Clostridium tetani (tetanus or lockjaw) is a large, Gram-positive, spore-forming, motile, obligate, rod-shaped bacterium that produces spores that are found abundantly in soil and the feces of both animals and humans. It is an anaerobic organism, thriving on injured or dead wound tissue. Even though wounds are often contaminated with soil and the bacterium is present, the disease does not always develop in a great majority of cases. The condition of the wound must contain the proper environment for the spores to germinate, the bacteria to proliferate, and the toxins to be produced.
Tetanus still frequently crops up among drug abusers. Without treatment, the disease is always fatal. To show how fast the toxin travels once it enters the bloodstream, a Japanese scientist, Shibasaburo Kitasato, injected the bacteria into the tail tip of a mouse and then chopped it off an hour later, but it was too late to stop the action.
Signs and symptoms of disease usually occur four to ten days after injury, but it can be delayed by several months. As the spores multiply in the wounds, they produce an exotoxin (tetanospasmin), which is the actual cause of the disease. Therefore, the disease cannot be considered contagious. The toxin travels through the blood and nerves to the brain and spinal cord, interfering with messages sent out to the muscles. The muscles then go into spasms because they are not receiving their normal messages. As the facial muscles start to disfigure, the characteristic “grin” it causes (risus sardonicus) and the locking of the jaw are first telltale signs. It is the difficulty in opening the mouth that will clue in medical personnel as to with what they are dealing. As the disease progresses, spasms in other muscles occur. They can be brief, but are often frequent enough to cause great pain and exhaustion. In some cases, the spasms are so powerful, they cause bones to break. Respiratory complications are common, and death rates are high, especially in young children and the elderly. In nonfatal cases, recovery takes several weeks.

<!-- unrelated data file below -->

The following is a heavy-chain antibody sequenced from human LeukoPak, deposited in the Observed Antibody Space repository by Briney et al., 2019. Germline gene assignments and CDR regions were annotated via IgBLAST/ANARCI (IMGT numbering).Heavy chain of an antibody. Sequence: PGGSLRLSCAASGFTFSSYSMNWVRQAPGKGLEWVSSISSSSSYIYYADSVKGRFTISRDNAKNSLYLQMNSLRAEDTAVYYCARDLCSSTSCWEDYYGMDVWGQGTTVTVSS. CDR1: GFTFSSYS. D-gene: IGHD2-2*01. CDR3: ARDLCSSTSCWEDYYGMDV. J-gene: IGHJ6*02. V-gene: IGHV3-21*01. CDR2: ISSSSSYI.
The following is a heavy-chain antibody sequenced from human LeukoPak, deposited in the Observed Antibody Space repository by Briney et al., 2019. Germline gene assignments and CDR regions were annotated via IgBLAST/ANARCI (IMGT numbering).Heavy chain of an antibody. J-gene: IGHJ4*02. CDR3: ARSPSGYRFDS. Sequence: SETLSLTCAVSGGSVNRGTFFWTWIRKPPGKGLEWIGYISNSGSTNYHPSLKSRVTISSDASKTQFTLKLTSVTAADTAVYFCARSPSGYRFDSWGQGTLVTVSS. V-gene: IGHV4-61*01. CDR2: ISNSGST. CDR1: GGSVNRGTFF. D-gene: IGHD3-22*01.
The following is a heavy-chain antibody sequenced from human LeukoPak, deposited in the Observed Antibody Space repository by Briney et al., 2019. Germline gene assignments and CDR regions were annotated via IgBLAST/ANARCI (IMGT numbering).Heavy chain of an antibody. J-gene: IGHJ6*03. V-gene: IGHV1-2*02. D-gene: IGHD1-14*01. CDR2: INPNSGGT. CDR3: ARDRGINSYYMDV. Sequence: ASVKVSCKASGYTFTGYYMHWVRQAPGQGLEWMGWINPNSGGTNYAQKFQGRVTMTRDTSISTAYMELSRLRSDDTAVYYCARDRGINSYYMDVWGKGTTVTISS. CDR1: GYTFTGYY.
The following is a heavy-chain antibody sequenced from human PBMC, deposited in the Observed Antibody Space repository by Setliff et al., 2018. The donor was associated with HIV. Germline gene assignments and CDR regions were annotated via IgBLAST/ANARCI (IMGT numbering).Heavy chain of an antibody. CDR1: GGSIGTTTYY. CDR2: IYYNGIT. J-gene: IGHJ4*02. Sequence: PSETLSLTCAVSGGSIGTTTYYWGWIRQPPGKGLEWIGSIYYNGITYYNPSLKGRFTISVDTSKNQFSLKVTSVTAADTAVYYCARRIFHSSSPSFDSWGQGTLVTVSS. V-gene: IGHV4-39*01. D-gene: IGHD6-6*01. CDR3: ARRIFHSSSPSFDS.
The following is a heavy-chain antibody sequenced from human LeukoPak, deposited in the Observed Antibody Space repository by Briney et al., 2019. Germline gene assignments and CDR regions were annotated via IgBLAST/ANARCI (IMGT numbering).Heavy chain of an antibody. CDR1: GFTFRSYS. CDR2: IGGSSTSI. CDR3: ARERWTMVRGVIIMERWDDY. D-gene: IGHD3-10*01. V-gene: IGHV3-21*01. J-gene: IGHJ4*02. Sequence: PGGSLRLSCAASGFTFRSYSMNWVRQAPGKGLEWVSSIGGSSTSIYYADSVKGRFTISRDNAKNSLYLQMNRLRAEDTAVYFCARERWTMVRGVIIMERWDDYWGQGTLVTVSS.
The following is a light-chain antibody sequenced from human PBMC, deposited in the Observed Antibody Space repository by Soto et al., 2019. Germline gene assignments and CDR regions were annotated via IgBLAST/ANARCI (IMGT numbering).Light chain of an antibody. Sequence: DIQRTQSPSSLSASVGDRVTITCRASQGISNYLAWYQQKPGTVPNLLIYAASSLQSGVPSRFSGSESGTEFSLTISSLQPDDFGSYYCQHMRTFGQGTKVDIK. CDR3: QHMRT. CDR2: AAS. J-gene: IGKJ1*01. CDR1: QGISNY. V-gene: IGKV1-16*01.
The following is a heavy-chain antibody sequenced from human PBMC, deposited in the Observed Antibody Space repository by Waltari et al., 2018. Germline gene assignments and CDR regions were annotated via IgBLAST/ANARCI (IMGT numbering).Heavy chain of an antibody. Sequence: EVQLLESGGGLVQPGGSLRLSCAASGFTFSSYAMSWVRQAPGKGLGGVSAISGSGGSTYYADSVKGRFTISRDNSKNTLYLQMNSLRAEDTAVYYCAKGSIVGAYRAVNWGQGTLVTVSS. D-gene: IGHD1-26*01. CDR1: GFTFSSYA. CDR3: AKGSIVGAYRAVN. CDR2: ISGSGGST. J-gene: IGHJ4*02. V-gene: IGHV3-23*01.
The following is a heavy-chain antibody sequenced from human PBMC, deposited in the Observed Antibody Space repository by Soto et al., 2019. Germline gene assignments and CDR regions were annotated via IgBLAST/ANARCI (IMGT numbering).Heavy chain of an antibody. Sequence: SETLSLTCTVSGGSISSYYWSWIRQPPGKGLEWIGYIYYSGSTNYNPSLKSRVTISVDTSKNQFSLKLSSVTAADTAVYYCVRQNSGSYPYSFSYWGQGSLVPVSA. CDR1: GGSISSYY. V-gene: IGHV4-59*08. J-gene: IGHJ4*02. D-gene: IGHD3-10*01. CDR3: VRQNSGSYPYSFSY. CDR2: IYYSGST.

In those who show clinical symptoms of the disease, an antitoxin is administered to prevent the formation of new toxins. This is called tetanus immune globulin. It will not reverse the toxic activity of the toxin bound to nerve tissue, but it will inactivate toxins in the blood. Antispasmodic drugs often are given as well. There is a vaccine available which is usually given in conjuction with diphtheria and whooping cough (pertussis) as a DPT vaccine.
A frequently encountered form of tetanus is one involving the umbilical cords of babies born in underdeveloped countries. Often the cords are cut with nonsterile instruments, sharp rocks or stones, and the area packed with dirt, according to tribal custom. More than ½ million babies die each year in Asia and Africa because their unbilical cords have been treated in this manner. Tetanus was recognized by Hippocrates in the 5th century BCE and most probably in ancient Egypt as well since dung was the favored cure of the day.